P.K. Sakar stated that the sum of the organ equivalent doses weighted by the ICRP organ―weighting factors, WT, is termed the effective dose, E. And that none of these quantities are measurable nor are they derivable using the laws of physics [3] .

CT scanners have made remarkable advances over the past few years, contributing to the improvement of diagnostic image quality and the reduction of examination time. Computed Tomography represents only 11% of radiologic procedures, but it accounts for as much as 70% of the total effective dose from all diagnostic radiologic studies [4] . However, unlike natural radioactivity which mostly produces non-ionising radiation and is common in the rocks and soils, water and oceans and virtually every material on earth [5] ; computed tomography gives out ionising radiation and the absorbed dose in tissues from CT are among the highest observed from diagnostic radiology (i.e. 10 - 100 mGy).

The International Commission on Radiological Protection (ICRP) is an advisory body providing recom- mendations and guidance on protection against the risks associated with ionising radiation, from artificial sources widely used in medicine, general industry and nuclear enterprises, and from naturally occurring sources [6] .

The International Commission on Radiological Protection (ICRP) was established in 1928 by the Second International Congress of Radiology. At the time, it bore the name, “The International X-Ray and Radium Protection Committee” (IXRPC). It wasn’t until 1950 that the committee reorganized into its present form to more effectively cover the expanding field of radiation protection [7] . The primary goal of the recommendations of the ICRP, as stated in ICRP Publication 103 (2007) is to:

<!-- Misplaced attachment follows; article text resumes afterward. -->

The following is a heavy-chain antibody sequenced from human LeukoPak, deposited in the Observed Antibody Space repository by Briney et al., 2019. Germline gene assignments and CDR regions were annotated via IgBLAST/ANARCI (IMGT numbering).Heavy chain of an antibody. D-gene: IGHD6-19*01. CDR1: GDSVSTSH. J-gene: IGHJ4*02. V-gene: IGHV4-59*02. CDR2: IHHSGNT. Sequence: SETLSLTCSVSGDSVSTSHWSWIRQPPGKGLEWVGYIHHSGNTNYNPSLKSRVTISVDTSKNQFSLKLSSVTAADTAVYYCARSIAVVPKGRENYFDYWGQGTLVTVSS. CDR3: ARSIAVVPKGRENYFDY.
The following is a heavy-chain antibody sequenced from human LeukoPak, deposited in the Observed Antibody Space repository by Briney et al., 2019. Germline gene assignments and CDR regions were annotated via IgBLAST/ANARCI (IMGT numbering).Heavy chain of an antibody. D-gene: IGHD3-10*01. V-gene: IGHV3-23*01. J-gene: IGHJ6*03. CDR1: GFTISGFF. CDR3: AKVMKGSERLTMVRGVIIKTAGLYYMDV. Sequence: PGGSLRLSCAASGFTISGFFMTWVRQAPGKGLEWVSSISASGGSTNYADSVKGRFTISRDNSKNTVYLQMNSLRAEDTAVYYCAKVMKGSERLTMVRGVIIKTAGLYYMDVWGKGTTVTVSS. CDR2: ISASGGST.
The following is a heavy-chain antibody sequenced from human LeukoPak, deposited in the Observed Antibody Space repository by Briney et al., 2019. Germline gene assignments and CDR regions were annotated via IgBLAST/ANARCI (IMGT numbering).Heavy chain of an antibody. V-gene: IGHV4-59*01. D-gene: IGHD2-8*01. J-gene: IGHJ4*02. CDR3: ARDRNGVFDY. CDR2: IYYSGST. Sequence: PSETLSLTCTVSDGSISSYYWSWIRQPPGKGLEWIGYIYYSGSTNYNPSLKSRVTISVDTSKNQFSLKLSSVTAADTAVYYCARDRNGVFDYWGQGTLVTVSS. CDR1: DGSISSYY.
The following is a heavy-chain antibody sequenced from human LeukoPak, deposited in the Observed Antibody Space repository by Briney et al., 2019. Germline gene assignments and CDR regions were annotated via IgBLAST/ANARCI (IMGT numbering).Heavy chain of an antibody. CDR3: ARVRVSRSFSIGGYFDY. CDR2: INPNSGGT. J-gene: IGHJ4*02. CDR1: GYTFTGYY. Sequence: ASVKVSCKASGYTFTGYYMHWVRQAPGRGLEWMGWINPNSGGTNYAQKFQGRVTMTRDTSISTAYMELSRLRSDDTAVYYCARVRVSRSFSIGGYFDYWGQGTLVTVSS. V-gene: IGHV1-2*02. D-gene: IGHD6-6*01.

“Contribute to an appropriate level of protection for people and the environment against the detrimental effects of radiation exposure without unduly limiting the desirable human actions that may be associated with such exposure” [8] .

The ICRP 60 report was published in 1991 as an update to ICRP 26 which was published in 1977. It contained several revisions to ICRP 26, including enhancements to the radiation weighting factor and tissue weighting factor methods.

The 2007 recommendations (known as ICRP 103) update the radiation and tissue weighting factors in the quantities of equivalent and effective dose, based on the latest available scientific information of the biology and physics of radiation exposure [9] .

For instance, in the ICRP 60, the tissue weighting factor W_{T} for the gonads is 0.20 and the tissue weighting factor recommended by the ICRP 103 is 0.08.

The ICRP 103 recommendations despite having no changes to the operational quantities and dose limits, attribute changes to the effective dose due to changes to the radiation weighting factor, W_{R} and the tissue weighting factor, W_{T} independent of radiation type. Table 1 shows a summary of tissue weighting factors, W_{T} in ICRP 26, 60 and 103.